Scientists Create a Synthetic Muscle Fiber That’s Stronger Than Kevlar

By: | September 2nd, 2021

Researchers have successfully developed a new synthetic fiber made from a muscle that is tougher than Kevlar. Researchers made this possible by using bacteria to produce synthetic muscle proteins, rather than deriving them from living tissue sources. These synthetic muscle proteins can then be spun into fibers.

“We wondered, ‘Why don’t we just directly make synthetic muscles?’” says Fuzhong Zhang, lead author of the study. “But we’re not going to harvest them from animals – we’ll use microbes to do it.”

The fibers are produced from a substance referred to as titin

Animal muscles have three types of muscle proteins –myosin, titin, and actin. But the team focused on just titin. Titin is the largest known protein in nature. It acts like a spring and provides elasticity to the muscles. 

Researchers then engineered bacteria that can construct the larger proteins from small segments. They then used a wet-spinning technique to convert the proteins into fibers that were about 10 micrometers wide.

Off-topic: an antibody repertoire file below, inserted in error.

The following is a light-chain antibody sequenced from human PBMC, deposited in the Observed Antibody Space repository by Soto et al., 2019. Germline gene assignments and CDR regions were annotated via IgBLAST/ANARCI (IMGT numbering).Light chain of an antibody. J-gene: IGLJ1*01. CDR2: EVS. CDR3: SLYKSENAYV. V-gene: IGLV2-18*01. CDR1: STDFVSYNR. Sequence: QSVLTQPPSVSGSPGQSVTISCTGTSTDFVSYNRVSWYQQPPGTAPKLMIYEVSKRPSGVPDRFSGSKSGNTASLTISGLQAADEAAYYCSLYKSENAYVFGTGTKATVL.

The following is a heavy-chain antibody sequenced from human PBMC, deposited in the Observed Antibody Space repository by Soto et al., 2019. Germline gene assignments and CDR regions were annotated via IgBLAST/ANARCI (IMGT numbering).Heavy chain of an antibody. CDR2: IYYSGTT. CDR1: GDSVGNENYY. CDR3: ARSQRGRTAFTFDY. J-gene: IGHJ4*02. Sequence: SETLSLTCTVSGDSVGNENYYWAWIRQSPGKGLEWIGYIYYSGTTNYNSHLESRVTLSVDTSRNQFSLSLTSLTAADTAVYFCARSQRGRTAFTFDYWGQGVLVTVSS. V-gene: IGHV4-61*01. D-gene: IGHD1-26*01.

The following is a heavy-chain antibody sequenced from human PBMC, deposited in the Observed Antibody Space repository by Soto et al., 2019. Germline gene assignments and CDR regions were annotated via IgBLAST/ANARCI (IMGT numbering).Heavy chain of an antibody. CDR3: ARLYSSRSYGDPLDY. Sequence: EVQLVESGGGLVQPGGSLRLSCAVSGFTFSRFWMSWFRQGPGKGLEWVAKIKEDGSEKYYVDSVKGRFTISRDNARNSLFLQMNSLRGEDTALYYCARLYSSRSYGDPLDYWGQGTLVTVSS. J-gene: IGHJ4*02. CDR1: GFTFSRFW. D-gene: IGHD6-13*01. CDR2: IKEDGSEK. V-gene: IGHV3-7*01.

Zhang said, “Its production can be cheap and scalable. It may enable many applications that people had previously thought about, but with natural muscle fibers,” 

Researchers foresee that these muscle fibers could be woven into a very strong fabric. So, these could be used for many applications like shoelaces, belts, clothing, protective gear, biomedical implants, and even prosthetics.

Nidhi Goyal

Nidhi is a gold medalist Post Graduate in Atmospheric and Oceanic Sciences.

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